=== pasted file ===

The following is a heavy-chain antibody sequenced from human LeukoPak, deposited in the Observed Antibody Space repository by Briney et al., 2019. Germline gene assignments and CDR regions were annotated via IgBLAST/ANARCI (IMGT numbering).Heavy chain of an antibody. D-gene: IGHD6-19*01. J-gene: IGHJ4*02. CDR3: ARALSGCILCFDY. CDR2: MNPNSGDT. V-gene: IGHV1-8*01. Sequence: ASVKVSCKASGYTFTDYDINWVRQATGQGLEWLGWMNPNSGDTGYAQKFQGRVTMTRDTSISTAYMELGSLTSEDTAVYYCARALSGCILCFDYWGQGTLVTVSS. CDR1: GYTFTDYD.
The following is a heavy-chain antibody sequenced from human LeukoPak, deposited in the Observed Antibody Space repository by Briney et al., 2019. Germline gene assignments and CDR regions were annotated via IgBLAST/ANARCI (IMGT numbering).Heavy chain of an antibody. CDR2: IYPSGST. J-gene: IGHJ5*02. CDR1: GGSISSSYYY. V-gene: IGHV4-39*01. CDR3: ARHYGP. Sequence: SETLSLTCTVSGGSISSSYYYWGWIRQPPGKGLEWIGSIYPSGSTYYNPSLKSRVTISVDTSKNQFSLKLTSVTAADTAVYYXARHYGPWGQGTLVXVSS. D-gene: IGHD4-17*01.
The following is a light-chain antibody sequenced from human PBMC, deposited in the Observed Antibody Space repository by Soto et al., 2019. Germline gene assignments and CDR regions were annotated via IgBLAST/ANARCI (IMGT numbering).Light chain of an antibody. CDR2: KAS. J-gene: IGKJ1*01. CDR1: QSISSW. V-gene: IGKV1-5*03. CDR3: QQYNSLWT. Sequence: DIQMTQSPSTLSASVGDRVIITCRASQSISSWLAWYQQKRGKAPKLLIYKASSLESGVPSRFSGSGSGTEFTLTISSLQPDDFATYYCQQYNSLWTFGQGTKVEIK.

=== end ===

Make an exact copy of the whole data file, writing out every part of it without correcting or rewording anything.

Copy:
The following is a heavy-chain antibody sequenced from human LeukoPak, deposited in the Observed Antibody Space repository by Briney et al., 2019. Germline gene assignments and CDR regions were annotated via IgBLAST/ANARCI (IMGT numbering).Heavy chain of an antibody. D-gene: IGHD6-19*01. J-gene: IGHJ4*02. CDR3: ARALSGCILCFDY. CDR2: MNPNSGDT. V-gene: IGHV1-8*01. Sequence: ASVKVSCKASGYTFTDYDINWVRQATGQGLEWLGWMNPNSGDTGYAQKFQGRVTMTRDTSISTAYMELGSLTSEDTAVYYCARALSGCILCFDYWGQGTLVTVSS. CDR1: GYTFTDYD.
The following is a heavy-chain antibody sequenced from human LeukoPak, deposited in the Observed Antibody Space repository by Briney et al., 2019. Germline gene assignments and CDR regions were annotated via IgBLAST/ANARCI (IMGT numbering).Heavy chain of an antibody. CDR2: IYPSGST. J-gene: IGHJ5*02. CDR1: GGSISSSYYY. V-gene: IGHV4-39*01. CDR3: ARHYGP. Sequence: SETLSLTCTVSGGSISSSYYYWGWIRQPPGKGLEWIGSIYPSGSTYYNPSLKSRVTISVDTSKNQFSLKLTSVTAADTAVYYXARHYGPWGQGTLVXVSS. D-gene: IGHD4-17*01.
The following is a light-chain antibody sequenced from human PBMC, deposited in the Observed Antibody Space repository by Soto et al., 2019. Germline gene assignments and CDR regions were annotated via IgBLAST/ANARCI (IMGT numbering).Light chain of an antibody. CDR2: KAS. J-gene: IGKJ1*01. CDR1: QSISSW. V-gene: IGKV1-5*03. CDR3: QQYNSLWT. Sequence: DIQMTQSPSTLSASVGDRVIITCRASQSISSWLAWYQQKRGKAPKLLIYKASSLESGVPSRFSGSGSGTEFTLTISSLQPDDFATYYCQQYNSLWTFGQGTKVEIK.